Le Tart Abbey in France was established in 1132 as the first Cistercian Convent for women, I believe. The first Cistercian Convent in Spain followed in 1151 in Tulebras. Santa Maria la Real in Gradefes was founded shortly afterwards in 1168 and the first group of nuns came from Tulebras. The Convent, in the small village of Gradefes de Rueda and close to the River Esla, is still active, but as a visitor you can only see parts of the Convent, in a guided tour although the church is open daily.
Having visited the Monastery in Sandoval we could see a lot of stone mason signs, but we were the only two people being shown round and I couldn’t stop for photographs. But I did notice marks around the door into the church: a cross, and a curious ‘bow’ which I think is the sign of a fish, the primitive sign for Christianity.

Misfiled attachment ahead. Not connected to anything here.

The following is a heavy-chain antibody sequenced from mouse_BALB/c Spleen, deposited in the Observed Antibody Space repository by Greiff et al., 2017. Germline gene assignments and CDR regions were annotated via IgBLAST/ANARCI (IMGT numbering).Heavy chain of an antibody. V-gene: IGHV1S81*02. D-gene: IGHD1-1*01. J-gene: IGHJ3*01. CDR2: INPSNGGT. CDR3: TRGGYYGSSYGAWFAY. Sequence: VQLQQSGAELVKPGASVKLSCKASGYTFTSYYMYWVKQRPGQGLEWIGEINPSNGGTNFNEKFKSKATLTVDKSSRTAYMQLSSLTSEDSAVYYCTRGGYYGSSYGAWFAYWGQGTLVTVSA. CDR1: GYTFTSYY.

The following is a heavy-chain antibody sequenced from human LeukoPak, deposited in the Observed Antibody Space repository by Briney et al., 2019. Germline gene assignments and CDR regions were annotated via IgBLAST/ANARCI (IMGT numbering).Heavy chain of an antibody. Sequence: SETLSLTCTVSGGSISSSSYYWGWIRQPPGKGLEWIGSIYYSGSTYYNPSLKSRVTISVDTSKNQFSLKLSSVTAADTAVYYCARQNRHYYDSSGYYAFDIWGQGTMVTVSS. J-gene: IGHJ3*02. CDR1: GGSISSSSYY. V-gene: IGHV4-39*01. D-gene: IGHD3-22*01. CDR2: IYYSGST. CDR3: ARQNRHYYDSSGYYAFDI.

A very kind and helpful woman was our guide, taking her time to explain and respond to questions. The Convent was founded by Doña Teresa Petri in 1164 and she and her husband are buried in the church.
The church is quiet, calm, and simply austere – very beautiful – I believe these were the aims of Cistercian architecture. It was also built with an ambulatory, the only convent in Spain with an ambulatory, a structure apparently reserved for monasteries.
The tour takes one into the intimate cloister, with a garden in the centre, and into the extraordinary Chapter House, connected to the church via a ‘dumb waiter’ arrangement whereby the nuns could communicate with a priest via a revolving cupboard without being seen. It didn’t feel right to photograph in these areas. But a door from the cloister led to a small garden, and then the vegetable gardens and orchards outside the buildings and from here we could see the rounded apse of the church.
We were the only visitors at this peaceful and calm site and were reluctant to just get into the car and drive away, and so we lingered in a local cafe. Do visit.
The Camino Vadiniense
Architectural details and explanation of the Convent – good article with photos
Interesting article, with photos
Stonemason’s signs – absolutely fascinating!